Monday, November 18, 2013

Sometimes millions of people like something… because it's really good.

Back in '99 I was working at ION Storm in Dallas.  I saw a trailer for The Matrix and came back to the office raving about this movie to coworkers; it looked insanely good.  Of course when the movie came out everyone lost their minds and everyone saw it at least 3 times in the theater.

Months later some Matrix discussion came up and one of my close friends kind of pulls a face and tells us he hasn't seen it and doesn't want to.  He made a comment about, "there's no way THIS many people like something and it's actually good".  It was kind of a joke comment, but it was also his case for not wanting to see it.

When the DVD came out, we basically dragged his ass into the nutty expensive THX equipped theater that ION Storm Dallas housed.  He absolutely loved it.  After being forced to watch it, he watched it again several more times over the next couple days, and went so far as to start making low poly models of the Matrix characters on Polycount in his free time.  Now he too could join the rest of us in, well, seeing the series crash and burn after that.  I digress!

In the 14 years since, I've accrued many nearly identical stories about a broad array of games, books, and movies.  Oh man, Call of Duty multiplayer is actually a blast!  Who knew?  Wow, ALL my friends weren't wrong about Minecraft!  It really is awesome!  Why did I wait so long to try a GTA game?!  Woah!  Everyone who wouldn't shut up about Game of Thrones knew what the hell they were talking about?!

Here's one for you… hey, guess what?  Candy Crush Saga is actually pretty stinking fun!

I know, we all imagine we have super refined tastes, particularly as we're neck deep in the age of frowning on AAA and cheering on indie games with artistic merit.  When Twitter is lit up with praise for "Papers Please", who wants to be the guy saying "Holy crap, the new Assassin's Creed game is freaking mind blowing"?  We want to be seen as the person who introduces friends to great new stuff and build up our credibility as a 'true connoisseur' of rare subject matter X.  It's part of striving for validity, and a huge factor in social media.  Surely our tastes are too refined for the likes of a game enjoyed by 15 million other people!?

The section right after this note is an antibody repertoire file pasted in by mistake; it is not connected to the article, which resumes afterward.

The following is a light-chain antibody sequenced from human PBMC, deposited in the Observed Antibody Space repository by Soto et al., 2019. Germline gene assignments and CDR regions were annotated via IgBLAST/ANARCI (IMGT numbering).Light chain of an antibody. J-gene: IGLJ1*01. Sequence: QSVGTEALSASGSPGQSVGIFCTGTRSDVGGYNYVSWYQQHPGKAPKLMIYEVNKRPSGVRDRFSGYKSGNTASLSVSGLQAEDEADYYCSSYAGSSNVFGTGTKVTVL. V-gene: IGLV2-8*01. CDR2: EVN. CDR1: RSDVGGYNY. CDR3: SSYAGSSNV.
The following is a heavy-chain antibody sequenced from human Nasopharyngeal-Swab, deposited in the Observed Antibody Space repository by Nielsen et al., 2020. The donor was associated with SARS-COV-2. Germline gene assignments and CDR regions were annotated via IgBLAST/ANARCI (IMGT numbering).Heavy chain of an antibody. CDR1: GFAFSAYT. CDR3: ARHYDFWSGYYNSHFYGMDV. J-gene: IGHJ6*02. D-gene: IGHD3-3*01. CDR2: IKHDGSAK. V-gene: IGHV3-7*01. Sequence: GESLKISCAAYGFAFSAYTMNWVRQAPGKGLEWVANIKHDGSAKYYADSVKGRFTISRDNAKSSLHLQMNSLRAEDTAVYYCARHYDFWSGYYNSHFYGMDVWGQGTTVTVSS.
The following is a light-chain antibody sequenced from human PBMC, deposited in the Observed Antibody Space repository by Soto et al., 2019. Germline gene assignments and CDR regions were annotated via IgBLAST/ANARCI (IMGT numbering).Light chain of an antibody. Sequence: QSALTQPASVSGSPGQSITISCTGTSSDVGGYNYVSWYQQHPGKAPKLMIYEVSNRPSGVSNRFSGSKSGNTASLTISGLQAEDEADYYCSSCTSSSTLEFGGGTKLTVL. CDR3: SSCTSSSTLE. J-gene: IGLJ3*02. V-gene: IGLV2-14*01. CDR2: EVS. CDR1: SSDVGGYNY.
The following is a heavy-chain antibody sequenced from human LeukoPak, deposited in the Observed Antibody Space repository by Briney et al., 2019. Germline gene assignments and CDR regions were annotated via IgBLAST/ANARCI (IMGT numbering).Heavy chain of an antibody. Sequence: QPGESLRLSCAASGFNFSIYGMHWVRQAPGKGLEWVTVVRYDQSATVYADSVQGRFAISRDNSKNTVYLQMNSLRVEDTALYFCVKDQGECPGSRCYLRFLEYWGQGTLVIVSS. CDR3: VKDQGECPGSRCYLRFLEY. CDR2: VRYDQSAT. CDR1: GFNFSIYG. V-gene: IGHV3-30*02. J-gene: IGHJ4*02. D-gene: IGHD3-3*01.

Welcome to "Green Eggs and Ham" territory.  If you tried Animal Crossing and for the life of you can't understand WTF people see in it… cool.  No harm done!  But you tried it.  Even in the indie world, if you didn't care for Dear Esther, so be it.  But try it, and form your opinions based on experience instead of ultimately petty social pressures.

As a developer, you're doing yourself a huge disservice by actively blocking out games that you view as "too mainstream".  Surely the biggest current MMO has at least one cutting edge mechanic that could influence and improve your current project, even if it's seems unrelated?  With so much to learn, you can't afford to arbitrarily limit yourself like that.

Saying "a billion people can't be wrong" might sound like I'm saying "get out there and make a bunch of mass market bullshit! Weeee!"  I'm not.  I'm saying it's ludicrously unlikely that anything with critical success has done so with no actual merit behind it.  It might not be obvious, but something had to work incredibly well even if you believe they just "fool" millions of players.  You can really improve yourself by trying to understand those successes.

Far too many people take pride in their willful ignorance on various topics.  I'll resist the urge to make political or religious jokes to follow up that point.

As always, thanks for reading!

Monday, November 11, 2013

What I value about 'writing' and 'story' in games

I always feel a disconnect when I hear discussions about 'game writing' and 'story' (and often random people use the terms interchangeably).

For the most part, there are very few games I have continued playing to 'find out what happens'.  With most games, once I am no longer feeling invested in a game's mechanics (or I've just 'got it' and it's feeling repetitive) I stop playing and move on to another game.  For an actual plot to grab me and give me the motivation to finish a game... it's rare stuff.  It's also my metric for a 'good story' in a game.

Last of us, Heavy Rain, Catherine, Breakdown, Shadow of the Colossus, Kings Quest 3... these are rare examples of games "worth playing to see what happens", and they used massively different techniques and styles to achieve that result.